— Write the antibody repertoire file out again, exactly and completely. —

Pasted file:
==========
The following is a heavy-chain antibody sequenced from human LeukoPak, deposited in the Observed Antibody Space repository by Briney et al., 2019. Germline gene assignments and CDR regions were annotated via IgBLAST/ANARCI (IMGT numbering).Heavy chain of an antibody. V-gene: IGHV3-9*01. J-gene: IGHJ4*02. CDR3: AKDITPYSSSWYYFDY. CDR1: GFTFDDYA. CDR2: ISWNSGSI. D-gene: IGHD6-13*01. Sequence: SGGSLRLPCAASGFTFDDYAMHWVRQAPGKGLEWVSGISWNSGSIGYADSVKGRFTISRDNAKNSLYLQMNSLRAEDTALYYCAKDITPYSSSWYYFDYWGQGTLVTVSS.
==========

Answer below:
The following is a heavy-chain antibody sequenced from human LeukoPak, deposited in the Observed Antibody Space repository by Briney et al., 2019. Germline gene assignments and CDR regions were annotated via IgBLAST/ANARCI (IMGT numbering).Heavy chain of an antibody. V-gene: IGHV3-9*01. J-gene: IGHJ4*02. CDR3: AKDITPYSSSWYYFDY. CDR1: GFTFDDYA. CDR2: ISWNSGSI. D-gene: IGHD6-13*01. Sequence: SGGSLRLPCAASGFTFDDYAMHWVRQAPGKGLEWVSGISWNSGSIGYADSVKGRFTISRDNAKNSLYLQMNSLRAEDTALYYCAKDITPYSSSWYYFDYWGQGTLVTVSS.